The animals that cover the central panel also evoke carnal urges. We know that fish, which crop up several times here, referenced the phallus in Old Netherlandish proverbs. The hordes of figures riding on the backs of bulls, horses, and fantastical creatures likewise allude to animal appetites and the act of sex itself. But while these figures are certainly enjoying themselves, Bosch also gestures to the ephemerality of fleshy pleasures—and to the fate that will follow.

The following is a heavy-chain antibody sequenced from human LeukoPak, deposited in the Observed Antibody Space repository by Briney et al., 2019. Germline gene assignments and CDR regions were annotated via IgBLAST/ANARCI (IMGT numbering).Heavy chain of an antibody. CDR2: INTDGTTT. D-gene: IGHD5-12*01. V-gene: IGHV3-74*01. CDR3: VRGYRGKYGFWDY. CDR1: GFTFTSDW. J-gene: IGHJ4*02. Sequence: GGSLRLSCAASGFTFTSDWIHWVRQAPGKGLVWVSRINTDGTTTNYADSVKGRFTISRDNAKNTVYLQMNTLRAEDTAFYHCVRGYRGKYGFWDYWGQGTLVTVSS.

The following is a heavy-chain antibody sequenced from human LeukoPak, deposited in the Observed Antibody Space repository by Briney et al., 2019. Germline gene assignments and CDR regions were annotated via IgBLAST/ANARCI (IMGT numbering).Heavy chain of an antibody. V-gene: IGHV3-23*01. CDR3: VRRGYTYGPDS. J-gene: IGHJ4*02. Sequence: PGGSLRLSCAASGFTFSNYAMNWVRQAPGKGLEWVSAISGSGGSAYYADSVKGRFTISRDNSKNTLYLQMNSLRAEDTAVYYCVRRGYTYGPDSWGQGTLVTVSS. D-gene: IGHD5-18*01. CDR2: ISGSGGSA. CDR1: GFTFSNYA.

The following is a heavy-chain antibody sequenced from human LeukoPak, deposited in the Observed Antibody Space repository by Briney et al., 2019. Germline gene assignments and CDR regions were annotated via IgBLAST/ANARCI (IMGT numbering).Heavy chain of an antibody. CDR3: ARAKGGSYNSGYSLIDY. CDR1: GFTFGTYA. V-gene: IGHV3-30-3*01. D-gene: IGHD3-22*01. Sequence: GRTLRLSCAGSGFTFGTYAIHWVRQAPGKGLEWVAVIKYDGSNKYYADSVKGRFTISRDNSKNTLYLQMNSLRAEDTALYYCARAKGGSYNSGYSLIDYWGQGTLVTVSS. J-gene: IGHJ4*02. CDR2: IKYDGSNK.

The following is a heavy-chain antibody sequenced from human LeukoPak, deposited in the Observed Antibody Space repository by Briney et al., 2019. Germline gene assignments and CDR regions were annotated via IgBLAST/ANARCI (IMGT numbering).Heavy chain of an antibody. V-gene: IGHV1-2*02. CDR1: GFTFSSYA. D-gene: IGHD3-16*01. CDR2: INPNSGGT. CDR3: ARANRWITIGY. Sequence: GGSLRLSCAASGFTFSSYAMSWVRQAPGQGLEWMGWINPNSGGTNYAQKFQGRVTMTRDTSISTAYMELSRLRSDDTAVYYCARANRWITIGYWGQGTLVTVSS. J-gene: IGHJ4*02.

The giant, bug-eyed owls placed on either side of the central panel hinted at evil in Bosch’s time, and as Bax and Gibson suggested, the hollow fruits dotting the landscape “signified something worthless, which was of course the way in which the medieval moralizers viewed the carnal act.” The fountain placed at the heart of the panel offers another sign that all is not well. In form, it mirrors the shimmering, crystalline wellspring seen to the left, in the Paradise panel. The surface of this one, however, is cracked, “thus conveying the idea of the ephemeral nature of earthly pleasures,” explained Silva.